It was announced at the Sylvatus Ruritan Building that thanks to leftover grant money from an earlier Rural Development project, public water would be coming to the northern part of Carroll County.
The money is coming from leftover USDA funds remaining from the long-range water project and will total anywhere from $1.2 to $1.7 million. It is expected that digging for the water project will begin once the design phase of the project is completed, anywhere from six to 12 months from now.
The crowd of about 50 people cheered the announcement that came from the Carroll County Board of Supervisors, Public Service Authority and Rural Development. Afterward, County Administrator Gary Larrowe handed out bottles of Sylvatus water.
“I assume everybody came today wanting water?” asked PSA Chairman Andy Jackson.
“Amen,” came a response from the assembled crowd, many of whom attended numerous Board of Supervisors and PSA meetings to ask for public water for their part of the county.
Jackson then turned proceedings over to USDA-Rural Development District Director Travis Jackson, who praised the hard work of the Board of Supervisors and PSA and the diligence of the Sylvatus and Mitchell’s Crossroads residents in making Monday a monumental day.
“The Board of Supervisors and PSA heard what you are saying,” Travis Jackson said. “They didn’t have answers at that time, but I think I have an answer today.”
Jackson said with additional federal grants and loans made available through the American Recovery Act, Carroll has been one of the most aggressive localities in making sure it got its fair share.
“The County of Carroll and the PSA have been very successful in the past year and a half in securing funds to make sure they provide services to the citizens they serve,” Jackson said. “They are probably one of the most forthright counties in taking advantage of the grants and low cost loans available.”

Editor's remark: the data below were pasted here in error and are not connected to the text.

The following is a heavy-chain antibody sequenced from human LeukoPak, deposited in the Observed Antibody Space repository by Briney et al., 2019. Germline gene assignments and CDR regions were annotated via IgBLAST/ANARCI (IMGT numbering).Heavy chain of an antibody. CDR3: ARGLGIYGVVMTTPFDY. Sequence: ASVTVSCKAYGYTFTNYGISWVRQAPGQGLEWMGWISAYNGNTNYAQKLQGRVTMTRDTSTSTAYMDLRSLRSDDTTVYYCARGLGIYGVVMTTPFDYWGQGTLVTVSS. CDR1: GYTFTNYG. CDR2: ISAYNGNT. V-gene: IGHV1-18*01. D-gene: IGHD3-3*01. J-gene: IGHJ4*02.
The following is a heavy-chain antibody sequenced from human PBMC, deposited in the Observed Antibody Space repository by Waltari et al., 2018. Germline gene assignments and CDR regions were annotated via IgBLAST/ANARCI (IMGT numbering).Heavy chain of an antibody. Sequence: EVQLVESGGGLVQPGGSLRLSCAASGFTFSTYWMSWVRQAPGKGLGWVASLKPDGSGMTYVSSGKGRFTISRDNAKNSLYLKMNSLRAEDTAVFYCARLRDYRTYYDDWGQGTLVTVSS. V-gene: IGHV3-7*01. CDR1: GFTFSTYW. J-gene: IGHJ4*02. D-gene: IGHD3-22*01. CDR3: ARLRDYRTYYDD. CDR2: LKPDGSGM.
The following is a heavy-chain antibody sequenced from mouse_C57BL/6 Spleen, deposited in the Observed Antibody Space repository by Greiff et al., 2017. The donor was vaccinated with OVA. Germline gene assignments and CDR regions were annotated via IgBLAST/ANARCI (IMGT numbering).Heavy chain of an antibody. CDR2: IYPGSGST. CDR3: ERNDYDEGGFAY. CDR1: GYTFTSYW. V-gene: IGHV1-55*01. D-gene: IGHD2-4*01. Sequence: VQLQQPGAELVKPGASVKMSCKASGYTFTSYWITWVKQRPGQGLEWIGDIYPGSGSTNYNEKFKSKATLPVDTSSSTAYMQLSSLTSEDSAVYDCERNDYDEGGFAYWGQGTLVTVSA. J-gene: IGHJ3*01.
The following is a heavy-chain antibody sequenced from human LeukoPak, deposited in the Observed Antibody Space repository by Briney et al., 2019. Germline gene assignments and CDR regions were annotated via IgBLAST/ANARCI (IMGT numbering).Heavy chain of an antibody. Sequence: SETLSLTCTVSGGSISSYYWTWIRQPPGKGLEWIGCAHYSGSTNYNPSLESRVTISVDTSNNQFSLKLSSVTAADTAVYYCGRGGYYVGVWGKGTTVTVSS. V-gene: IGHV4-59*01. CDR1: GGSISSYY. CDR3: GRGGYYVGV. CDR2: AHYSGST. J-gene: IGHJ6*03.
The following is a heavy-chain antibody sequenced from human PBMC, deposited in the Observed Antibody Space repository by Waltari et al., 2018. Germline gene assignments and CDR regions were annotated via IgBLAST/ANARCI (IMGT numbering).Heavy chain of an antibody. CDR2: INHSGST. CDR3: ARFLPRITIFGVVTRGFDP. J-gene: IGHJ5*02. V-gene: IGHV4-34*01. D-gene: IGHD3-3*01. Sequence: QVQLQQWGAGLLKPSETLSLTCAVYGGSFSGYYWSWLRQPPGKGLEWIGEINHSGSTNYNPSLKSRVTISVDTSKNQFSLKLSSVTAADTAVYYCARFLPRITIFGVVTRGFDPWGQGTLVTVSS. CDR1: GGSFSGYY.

Andy Jackson thanked residents for their patience while awaiting news on the water situation.
“You came to the meetings and have shown courtesy and understanding,” Jackson said. “When you just wait and wait, it’s hard to be that nice. I thank you for being that way.”
Jackson said April 19 is an historic day nationally — it marked the start of the Revolutionary War — and now it’s an historic day locally as well.
“I hope everybody here will remember today,” Jackson said. “It will be a day for history. When this is finished, you will have good water. This is the beginning of the end of you getting there.”
Board of Supervisors Chairman Wes Hurst said no one person is responsible for what’s about to happen in Sylvatus and Mitchells Crossroads.
“It is a team effort,” Hurst said. “Everybody in the county we rely on is on our team. We can only do what we have to do with. That goes for all my comrades here today and Travis Jackson. He would say the same thing about the team effort.”
Hurst said while Monday’s announcement is great news, it will still be a little while before residents truly see the fruits of the labor.
“It will take a while for things to come to fruition — to turn on the spigot and get clean water — but this is that hit to the outfield that gets you started running the bases.” Hurst said.
Sylvatus and Mitchells Crossroads residents interested in hooking into the water lines have until an unspecified deadline to register to connect for free. After the deadline passes, the cost to hook into the system is $1,250.